For one thing, it references Dundas West and Norm MacDonald. It’s set in Toronto and Halifax, two cities I lived in. The protagonist is a former-musician, so dialogue brims with strong opinions and scathing judgements, two things always fun.
Perhaps the novel may be described as an apolitical look at political power via art. It’s also about love, sex, and money. It’s a broad novel I don’t mean to reduce narrowly. It’s about thinking and living.
The wealthy power brokers are treated fairly, which is to say the state of inner-life and creativity in their soul is not ignored while their deeds and machinations are described accurately. The loathing is earned, not pre-determined. The moral and artistic world of this novel may have exacting standards, but it gives everyone a chance!
Perhaps the best observation is that what seems like flagrantly corrupt business deals and cynical co-opting of art is something the general public will simply not give a shit about. When it comes to how business is really conducted, the public is as apathetic towards it as it is about serious art.
The novel’s highbrow strains are high, but Forget’s head is refreshingly not up his ass. Joyce responded to critics’ accusations Ulysses was inaccessible by pointing out that his characters were mostly poor. Bloom tabulates his day’s expenses at the novel’s end, and Otzakov looks for an affordable place to live. It is a very grounded novel.
There are tender, truthful moments where people discuss the full dimensions of their relationships in ways that echo Mordecai Richler in Barney’s Version. It’s funny and frank about unsavoury instincts and impulses that balance the highbrow chatter.
Forget takes on Toronto’s tendency to praise itself for being polite enough to avoid discussing how real power and money really work, while talking about much else along the way in novel ways, from booze to drugs and more. There are parties and pities aplenty.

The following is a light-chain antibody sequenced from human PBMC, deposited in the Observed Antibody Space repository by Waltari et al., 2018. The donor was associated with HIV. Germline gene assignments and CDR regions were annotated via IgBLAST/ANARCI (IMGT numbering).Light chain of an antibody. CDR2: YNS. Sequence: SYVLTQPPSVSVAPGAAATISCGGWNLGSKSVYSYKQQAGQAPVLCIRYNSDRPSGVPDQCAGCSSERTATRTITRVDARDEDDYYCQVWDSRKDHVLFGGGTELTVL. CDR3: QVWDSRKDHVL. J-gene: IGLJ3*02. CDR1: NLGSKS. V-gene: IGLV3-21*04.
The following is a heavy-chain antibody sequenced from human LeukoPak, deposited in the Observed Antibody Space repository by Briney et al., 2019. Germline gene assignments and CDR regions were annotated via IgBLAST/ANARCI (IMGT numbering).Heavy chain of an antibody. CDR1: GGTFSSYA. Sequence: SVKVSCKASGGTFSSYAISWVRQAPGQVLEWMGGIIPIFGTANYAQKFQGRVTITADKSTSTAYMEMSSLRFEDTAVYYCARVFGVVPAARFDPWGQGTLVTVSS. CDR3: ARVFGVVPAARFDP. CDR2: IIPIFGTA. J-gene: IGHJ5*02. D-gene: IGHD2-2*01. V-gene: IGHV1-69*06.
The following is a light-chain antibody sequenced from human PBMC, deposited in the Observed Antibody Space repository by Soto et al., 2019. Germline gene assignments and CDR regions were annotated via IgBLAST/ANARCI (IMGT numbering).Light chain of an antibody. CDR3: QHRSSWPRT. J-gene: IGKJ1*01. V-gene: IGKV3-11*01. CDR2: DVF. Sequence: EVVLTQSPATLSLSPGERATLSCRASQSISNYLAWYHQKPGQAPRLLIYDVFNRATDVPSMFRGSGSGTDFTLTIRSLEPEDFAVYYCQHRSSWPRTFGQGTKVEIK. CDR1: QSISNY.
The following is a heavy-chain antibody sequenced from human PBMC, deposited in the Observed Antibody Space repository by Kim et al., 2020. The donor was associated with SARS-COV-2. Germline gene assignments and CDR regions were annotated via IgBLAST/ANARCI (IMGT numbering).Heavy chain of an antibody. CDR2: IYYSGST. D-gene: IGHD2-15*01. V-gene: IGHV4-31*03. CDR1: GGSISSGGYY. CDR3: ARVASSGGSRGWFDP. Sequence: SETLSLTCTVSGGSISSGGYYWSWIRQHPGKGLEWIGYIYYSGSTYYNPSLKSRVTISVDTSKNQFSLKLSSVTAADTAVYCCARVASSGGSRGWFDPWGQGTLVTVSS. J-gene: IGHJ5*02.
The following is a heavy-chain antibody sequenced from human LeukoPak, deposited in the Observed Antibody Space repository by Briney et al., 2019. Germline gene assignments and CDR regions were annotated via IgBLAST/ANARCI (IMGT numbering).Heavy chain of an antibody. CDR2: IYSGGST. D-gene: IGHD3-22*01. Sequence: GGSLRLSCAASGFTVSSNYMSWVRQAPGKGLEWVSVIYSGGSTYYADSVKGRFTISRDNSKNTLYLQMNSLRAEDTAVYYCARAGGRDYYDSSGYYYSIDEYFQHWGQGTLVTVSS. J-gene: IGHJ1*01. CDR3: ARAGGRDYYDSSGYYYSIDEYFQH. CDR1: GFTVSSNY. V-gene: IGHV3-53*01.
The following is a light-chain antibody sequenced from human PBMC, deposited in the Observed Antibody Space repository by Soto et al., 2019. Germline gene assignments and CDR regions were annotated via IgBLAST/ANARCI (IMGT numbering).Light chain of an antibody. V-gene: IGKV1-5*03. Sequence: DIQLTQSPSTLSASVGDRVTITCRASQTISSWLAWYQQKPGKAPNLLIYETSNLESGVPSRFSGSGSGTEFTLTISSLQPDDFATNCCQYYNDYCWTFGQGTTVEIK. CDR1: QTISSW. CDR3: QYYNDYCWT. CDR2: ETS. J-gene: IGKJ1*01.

It refreshingly explores whether the very idea of art is rarified, indulgent, useless shit in today’s age of ascending maga fascism just as intensely as it looks at the connection between art and commerce. In other words, the perspective comes from a deep desire for knowledge, honesty, and concern for people.
Without reducing an artistic, imaginative work to a didactic social novel, Forget recalls Michael Brooks’ edict to be ruthless to systems and kind to people. The “power” he explores here is not about a particular political party or easy satire of a specific corporation or industry. But about the interlocking systems we all operate within, albeit from very different positions and heights.
The moth just wants to move towards the light because that is the moth’s nature. “I’m the moth, you’re the moth…”
Forget understands that human nature may be constant in regards to this system, but not everybody needs to find somewhere to live. Moths may all be drawn to light, but some are flying in a podiatrist’s office while others are in Rosedale.